For this dread disease many doctors use the knife only. But more incline to a remedy by absorption. For this purpose oils, as petroleum or turpentine, are used both externally and internally. In the former case they are applied in the region indicated by figure 5 in the adjoining cut. In acute cases, applications of ice, or cold water, are made in the same region to reduce pain. See index—Appendicitis.

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Circle 1.—A tight bandage tied round the head above the eyes, as indicated at circle 1 of adjoining figure, affords relief to nervous headache. It may be saturated with camphor, essence of peppermint, or salt water. See index—Headache.


A free application of petroleum, well rubbed in, at the point indicated by circle 2, frequently cures diphtheria. Some medical men destroy the germs of diphtheria by blowing pulverized tannin upon the tonsils. Tannin is the inner bark of the oak. See index—Diphtheria.


Circle 3.—This circle, in the adjoining plate, indicates where external applications for acute heart disease should be applied. The best of such applications is cloths dipped in hot water, to which ground mustard has been added. For full treatment, see index—Heart Disease.


Warmth applied at the point Indicated by object 4 of the adjoining cut, in the form of heated salt water, or a hot salt bag, tends to start the flow, and give consequent relief to the bladder. See index—Urinary Diseases.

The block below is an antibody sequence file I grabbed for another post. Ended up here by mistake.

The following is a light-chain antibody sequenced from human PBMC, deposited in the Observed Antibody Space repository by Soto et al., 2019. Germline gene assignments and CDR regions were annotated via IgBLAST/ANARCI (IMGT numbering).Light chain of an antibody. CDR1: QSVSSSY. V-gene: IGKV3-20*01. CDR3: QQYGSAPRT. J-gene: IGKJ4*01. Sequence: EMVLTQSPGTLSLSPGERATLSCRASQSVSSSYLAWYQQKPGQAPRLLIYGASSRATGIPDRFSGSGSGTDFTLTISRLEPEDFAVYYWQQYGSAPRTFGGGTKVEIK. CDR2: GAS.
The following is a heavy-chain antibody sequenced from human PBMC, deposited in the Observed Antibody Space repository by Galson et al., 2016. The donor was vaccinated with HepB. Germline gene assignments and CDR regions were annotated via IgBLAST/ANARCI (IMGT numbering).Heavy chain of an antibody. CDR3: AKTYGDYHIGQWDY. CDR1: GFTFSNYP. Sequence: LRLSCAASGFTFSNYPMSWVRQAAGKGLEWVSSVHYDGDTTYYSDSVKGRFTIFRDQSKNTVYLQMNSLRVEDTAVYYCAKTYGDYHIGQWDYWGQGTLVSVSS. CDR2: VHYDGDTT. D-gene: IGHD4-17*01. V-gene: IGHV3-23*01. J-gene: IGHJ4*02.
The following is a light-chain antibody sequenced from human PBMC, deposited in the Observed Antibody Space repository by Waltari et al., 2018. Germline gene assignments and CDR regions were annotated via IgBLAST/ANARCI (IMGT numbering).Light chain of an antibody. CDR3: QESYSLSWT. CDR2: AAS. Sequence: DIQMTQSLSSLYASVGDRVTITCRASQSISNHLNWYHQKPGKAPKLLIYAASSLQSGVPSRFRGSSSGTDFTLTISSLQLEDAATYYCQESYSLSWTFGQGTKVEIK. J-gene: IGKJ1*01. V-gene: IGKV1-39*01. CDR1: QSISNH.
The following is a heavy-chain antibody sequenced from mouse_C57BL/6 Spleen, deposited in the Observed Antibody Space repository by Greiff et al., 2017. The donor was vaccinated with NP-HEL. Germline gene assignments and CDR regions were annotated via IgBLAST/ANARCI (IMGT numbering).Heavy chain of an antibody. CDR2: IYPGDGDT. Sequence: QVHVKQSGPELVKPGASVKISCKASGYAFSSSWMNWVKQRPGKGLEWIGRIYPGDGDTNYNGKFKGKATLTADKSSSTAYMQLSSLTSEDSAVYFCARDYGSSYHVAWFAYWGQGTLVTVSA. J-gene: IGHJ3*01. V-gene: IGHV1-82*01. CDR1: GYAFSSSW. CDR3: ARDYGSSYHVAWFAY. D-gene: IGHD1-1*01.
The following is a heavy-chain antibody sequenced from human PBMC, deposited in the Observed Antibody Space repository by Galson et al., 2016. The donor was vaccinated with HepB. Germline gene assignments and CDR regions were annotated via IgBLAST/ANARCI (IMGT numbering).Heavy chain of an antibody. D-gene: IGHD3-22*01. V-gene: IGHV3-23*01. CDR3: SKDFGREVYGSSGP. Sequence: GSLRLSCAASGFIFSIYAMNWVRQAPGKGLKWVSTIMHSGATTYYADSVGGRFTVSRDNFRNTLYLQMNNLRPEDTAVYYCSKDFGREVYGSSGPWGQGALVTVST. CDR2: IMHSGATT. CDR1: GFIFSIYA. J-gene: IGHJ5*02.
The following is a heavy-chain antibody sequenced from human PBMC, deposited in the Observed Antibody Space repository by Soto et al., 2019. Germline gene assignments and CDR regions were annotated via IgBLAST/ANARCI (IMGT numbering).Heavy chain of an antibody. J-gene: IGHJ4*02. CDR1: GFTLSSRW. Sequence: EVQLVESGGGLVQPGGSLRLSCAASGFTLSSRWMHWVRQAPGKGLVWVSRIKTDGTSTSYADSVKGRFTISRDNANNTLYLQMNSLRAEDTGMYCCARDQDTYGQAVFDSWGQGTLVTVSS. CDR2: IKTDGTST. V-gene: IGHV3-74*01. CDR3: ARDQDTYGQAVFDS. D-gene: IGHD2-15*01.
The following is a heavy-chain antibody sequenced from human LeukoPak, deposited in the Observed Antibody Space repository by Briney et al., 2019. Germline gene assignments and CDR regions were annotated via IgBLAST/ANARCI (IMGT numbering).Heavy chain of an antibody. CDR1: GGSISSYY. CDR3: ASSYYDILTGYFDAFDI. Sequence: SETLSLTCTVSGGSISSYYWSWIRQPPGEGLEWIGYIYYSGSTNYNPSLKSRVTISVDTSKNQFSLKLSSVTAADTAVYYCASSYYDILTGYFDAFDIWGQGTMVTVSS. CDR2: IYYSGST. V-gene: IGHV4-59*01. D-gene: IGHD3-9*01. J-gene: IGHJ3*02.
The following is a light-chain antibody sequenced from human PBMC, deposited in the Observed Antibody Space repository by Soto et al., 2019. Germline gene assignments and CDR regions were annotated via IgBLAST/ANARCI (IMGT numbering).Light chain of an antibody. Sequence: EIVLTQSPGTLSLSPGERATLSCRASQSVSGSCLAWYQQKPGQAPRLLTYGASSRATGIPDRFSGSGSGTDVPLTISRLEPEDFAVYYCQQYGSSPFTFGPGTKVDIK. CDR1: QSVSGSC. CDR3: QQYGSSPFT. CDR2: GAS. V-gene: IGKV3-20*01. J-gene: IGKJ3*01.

Object 5.—Diarrhoeal affections, cholera morbus, etc., may be successfully treated externally by hot lotions, and petroleum and other oils, applied to the lower portions of the bowels, indicated by object 5 in the adjoining cut. See index—Diarrhoea.

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Headache, especially if it be of a nervous character, can be readily relieved by the application of a forked bandage, as shown at 1 in the adjoining figure. The bandage should be saturated with hot vinegar and pepper, spirits of ammonia or salty hot water. See index—Headache.


An ice application at the back of the neck at point indicated by 2 in the adjoining figure or the slipping of a cold piece of metal, as a key, down the spine, will check the bleeding. See index— Nose Bleed.


Effectual rubbing of the back and loins with goose-grease, or any of the oils used for cathartic purposes, along the lines indicated in the adjoining figure, mostly proves as efficacious in removing constipation as if taken inwardly. This applies especially to children. See Index—Constipation.

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By applying hot mustard water, a quick mustard plaster, spirits of turpentine or ammonia, to the part of the neck indicated by circle 1, in adjoining figure, speedy relief may be had. See index—Convulsions.


The circles indicated by 2 indicate the spots where external applications should be made to the back for the relief of pleurisy pains. Excellent remedies are hot poultices of flaxseed meal and hops, or hot salt bags. All applications should be kept as hot as the patient can bear. For full local and general treatment see index—Pleurisy.


Applications, three times daily, of turpentine and chloroform, in equal parts, to the regions of the back and loins indicated by figure 3 in the adjoining cut, are said to cure obstinate cases of ague or intermittent fever. For full treatment see index—Intermittent Fever.

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Last Modified: Monday, 13-May-2013 15:31:47 EDT